Sometimes an idea comes along that just does not get the airing it deserves. And sometimes books likewise. I thought this as I listened the other day to a talk given by Julia Foster of the Olive Tree Reconciliation Fund to a group of Christian “ladies who lunch.” The premise of the Foundation is that “Only Jesus can reconcile Jews and Arabs, and He is doing it” and it “aims to build bridges of understanding and support in a spirit of reconciliation between believers (both Jewish and Arab) in the Holy Land (Israel and the Palestinian Areas) and Christians worldwide.” I was uneasy with this. Perhaps that is why one lady walked out? In my research into religious tolerance for my own book I am rather favoring the idea of respectful dialogue between faiths, not requiring conversion of all to Christianity that the Olive Tree Fund seems to be advocating?
"If you want Peace, work for Justice" was the message of his Holiness Pope Paul VI
for the celebration of the day of peace 1 January 1972.
And I thought back to the book Seven Steps to Justice, by Rodney Shakespeare and Peter Challen, which I had read some while back now. So as soon as I was home again I found it and reread it. (It is a delightfully small volume and very easy to read and digest).
The basic theme of the book is the proposal of a new financial system that will give two basic incomes for all, capital ownership for all, a proper deal for women, and a solution to the Middle East (and Kashmir). A lofty aim!
Economists, philosophers, theologians and more have contributed to the debate on the way forward for our economy in the context of addressing the world’s often seemingly insuperable problems. Our economic system is certainly not serving us well at the moment in its present form. Perhaps this is the opportunity to consider other options that address some of the present flaws.
We do urgently need a system that promotes human justice and that stresses the importance of the long-term sustainability and protection of our planet. Where can we find this? (I’ve written about this quite a bit before so those who are regular readers bear with me for a short while).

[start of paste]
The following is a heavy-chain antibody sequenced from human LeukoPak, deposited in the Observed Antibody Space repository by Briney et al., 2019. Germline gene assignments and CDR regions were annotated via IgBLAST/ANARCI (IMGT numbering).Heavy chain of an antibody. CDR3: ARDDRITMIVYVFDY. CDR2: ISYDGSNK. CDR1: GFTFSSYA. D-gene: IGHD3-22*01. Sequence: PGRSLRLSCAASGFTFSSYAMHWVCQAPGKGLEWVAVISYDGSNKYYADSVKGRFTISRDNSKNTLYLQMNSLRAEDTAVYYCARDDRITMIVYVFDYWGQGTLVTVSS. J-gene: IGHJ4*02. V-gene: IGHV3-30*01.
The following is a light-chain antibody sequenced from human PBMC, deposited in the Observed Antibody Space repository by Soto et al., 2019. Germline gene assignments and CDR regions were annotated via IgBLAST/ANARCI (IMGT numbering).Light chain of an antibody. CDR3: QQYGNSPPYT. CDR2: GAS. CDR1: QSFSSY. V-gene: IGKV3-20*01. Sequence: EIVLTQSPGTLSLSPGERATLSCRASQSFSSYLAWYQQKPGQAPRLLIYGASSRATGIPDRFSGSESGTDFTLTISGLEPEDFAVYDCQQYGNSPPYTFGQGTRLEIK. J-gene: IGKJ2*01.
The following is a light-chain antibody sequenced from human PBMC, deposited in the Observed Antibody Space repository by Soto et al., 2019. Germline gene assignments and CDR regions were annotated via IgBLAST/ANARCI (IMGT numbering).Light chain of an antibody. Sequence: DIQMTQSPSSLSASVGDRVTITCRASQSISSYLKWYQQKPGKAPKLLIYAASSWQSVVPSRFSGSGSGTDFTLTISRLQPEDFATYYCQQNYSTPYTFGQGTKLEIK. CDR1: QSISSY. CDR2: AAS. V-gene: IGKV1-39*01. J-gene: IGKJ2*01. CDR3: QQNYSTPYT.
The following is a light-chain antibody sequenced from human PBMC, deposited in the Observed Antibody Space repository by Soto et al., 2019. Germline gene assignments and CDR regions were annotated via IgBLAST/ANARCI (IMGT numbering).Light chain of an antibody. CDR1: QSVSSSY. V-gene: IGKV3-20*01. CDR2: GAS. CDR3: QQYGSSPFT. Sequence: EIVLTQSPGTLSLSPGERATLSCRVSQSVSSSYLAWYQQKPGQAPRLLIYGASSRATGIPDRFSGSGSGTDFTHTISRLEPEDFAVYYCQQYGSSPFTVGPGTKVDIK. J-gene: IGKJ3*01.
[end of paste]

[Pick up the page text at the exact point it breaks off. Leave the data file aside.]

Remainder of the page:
The Global Justice Movement and Binary Economics
One such organization that works within these parameters is The Global Justice Movement (1). The essence of this movement’s message is an inclusive justice for all. It promotes policies that will provide a new, stable, just, global monetary system that will protect the environment by its sustainability, address poverty and the present rich–poor divide, and focus on real productive economy. It starts with the idea of national bank-issued interest-free loans that have a real link to productive capacity and the spreading of that productive capacity, arising from within society. It is opposed to interest bearing loans which are created without any link to production, which have no regard as to whether the needs of society are met and which are controlled by those with no concern for society. It takes up the line of Pope Paul VI: Global justice, it believes, ends with global peace.
So what monetary system is proposed? Binary economics (1) is a system developed in the 1990s by Rodney Shakespeare with Robert Ashford that fits well within the aims of the Global Justice Movement. It is based on the principle that both capital and labor should physically produce wealth and that all individuals should have access to such capital, provided for them if necessary using interest free money. This could produce a secure source of income for everyone, regardless of age, ability or occupation. This is the new and refreshing idea that has been woven into a complete re-thinking of economics and politics, expressed in a most extraordinary vision in Seven Steps to Justice.
So what is that vision for the Middle East?
The vision is of economic justice first and foremost in the region, and then trading on the fact of a historic Abrahamic bond between Jew and Arab, which can be built upon. It then uses the idea of the biblical Sabbatical and Jubilee years, designed for “ensuring that all individuals were regularly restored to positions where they could produce for, and produce enough for, themselves. In simple terms, it was a periodic renewal of economic justice.” (p. 95 Seven Steps To Justice). And it draws upon the binary economics of Ashford and Shakespeare.
And all this is to be implemented within a new entity that Shakespeare and Challen call The Abraham Society. The Centre for Economic and Social Justice (CESJ) in Washington D.C. had already proposed The Abraham Federation, and through the CESJ representatives of the Palestinians and Israelis have apparently already reacted in an open-minded and constructive way to this whole idea. How far has this come? Has Tony Blair read these books and papers? I have to assume he has. I would like to know how far, if at all, this idea has progressed?
For much more background I recommend starting with the paper from the CESJ:
From which I quote:
“Building a just and pluralistic nation is, of course, a complex undertaking. But by focusing on the limitless possibilities of industrial growth, rather than on endless confrontation over scarce land resources, Arab and Jewish settlers of the Abraham Federation can take a new look at their common problem. Under the mantle of Abraham, they can step back into the past in order to leap forward into a more just and hopeful future.”
Given that tensions and strife in the Middle East affect the whole world, Seven Steps to Justice (2) is then one of the most potentially and profoundly life changing books I have come across. Its methods appeal.
1. Robert Ashford and Rodney Shakespeare, Binary Economics: the New Paradigm (Lanham MD: University Press of America, 1999).
2. Rodney Shakespeare and Peter Challen, Seven Steps to Justice, London: New European Publications Limited, 2002.